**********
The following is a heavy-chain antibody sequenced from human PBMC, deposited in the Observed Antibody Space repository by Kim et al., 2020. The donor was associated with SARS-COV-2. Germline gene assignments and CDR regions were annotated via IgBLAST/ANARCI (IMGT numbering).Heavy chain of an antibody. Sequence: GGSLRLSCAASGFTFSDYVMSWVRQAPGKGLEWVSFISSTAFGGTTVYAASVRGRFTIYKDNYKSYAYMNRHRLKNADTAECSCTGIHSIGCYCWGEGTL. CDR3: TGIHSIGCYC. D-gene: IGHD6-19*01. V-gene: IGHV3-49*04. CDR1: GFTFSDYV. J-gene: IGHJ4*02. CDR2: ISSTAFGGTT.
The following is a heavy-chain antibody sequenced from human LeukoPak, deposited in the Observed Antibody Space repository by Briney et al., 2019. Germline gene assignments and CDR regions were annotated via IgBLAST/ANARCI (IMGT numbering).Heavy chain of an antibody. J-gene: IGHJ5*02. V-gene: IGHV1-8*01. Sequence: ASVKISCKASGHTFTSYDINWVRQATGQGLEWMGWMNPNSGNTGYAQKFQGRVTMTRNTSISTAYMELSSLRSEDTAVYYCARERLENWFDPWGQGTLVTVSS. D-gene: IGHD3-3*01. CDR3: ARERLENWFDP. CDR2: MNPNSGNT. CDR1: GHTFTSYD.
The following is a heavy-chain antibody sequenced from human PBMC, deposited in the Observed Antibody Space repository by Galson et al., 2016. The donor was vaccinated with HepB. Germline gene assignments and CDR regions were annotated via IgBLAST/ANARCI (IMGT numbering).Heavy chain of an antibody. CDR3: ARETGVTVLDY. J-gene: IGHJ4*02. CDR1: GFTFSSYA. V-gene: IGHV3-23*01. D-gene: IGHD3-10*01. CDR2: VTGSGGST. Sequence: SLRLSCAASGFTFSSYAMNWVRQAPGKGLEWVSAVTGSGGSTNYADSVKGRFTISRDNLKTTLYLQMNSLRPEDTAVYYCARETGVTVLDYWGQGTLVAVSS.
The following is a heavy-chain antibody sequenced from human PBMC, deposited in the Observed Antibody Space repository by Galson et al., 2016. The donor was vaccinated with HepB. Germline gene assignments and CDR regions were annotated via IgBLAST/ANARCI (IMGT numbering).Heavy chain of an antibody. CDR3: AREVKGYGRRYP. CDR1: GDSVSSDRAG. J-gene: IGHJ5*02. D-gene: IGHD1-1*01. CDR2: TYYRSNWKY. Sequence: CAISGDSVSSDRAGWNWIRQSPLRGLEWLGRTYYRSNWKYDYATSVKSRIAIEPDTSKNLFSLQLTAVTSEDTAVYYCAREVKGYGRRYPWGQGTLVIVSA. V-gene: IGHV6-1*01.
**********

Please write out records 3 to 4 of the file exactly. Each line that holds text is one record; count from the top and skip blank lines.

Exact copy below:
The following is a heavy-chain antibody sequenced from human PBMC, deposited in the Observed Antibody Space repository by Galson et al., 2016. The donor was vaccinated with HepB. Germline gene assignments and CDR regions were annotated via IgBLAST/ANARCI (IMGT numbering).Heavy chain of an antibody. CDR3: ARETGVTVLDY. J-gene: IGHJ4*02. CDR1: GFTFSSYA. V-gene: IGHV3-23*01. D-gene: IGHD3-10*01. CDR2: VTGSGGST. Sequence: SLRLSCAASGFTFSSYAMNWVRQAPGKGLEWVSAVTGSGGSTNYADSVKGRFTISRDNLKTTLYLQMNSLRPEDTAVYYCARETGVTVLDYWGQGTLVAVSS.
The following is a heavy-chain antibody sequenced from human PBMC, deposited in the Observed Antibody Space repository by Galson et al., 2016. The donor was vaccinated with HepB. Germline gene assignments and CDR regions were annotated via IgBLAST/ANARCI (IMGT numbering).Heavy chain of an antibody. CDR3: AREVKGYGRRYP. CDR1: GDSVSSDRAG. J-gene: IGHJ5*02. D-gene: IGHD1-1*01. CDR2: TYYRSNWKY. Sequence: CAISGDSVSSDRAGWNWIRQSPLRGLEWLGRTYYRSNWKYDYATSVKSRIAIEPDTSKNLFSLQLTAVTSEDTAVYYCAREVKGYGRRYPWGQGTLVIVSA. V-gene: IGHV6-1*01.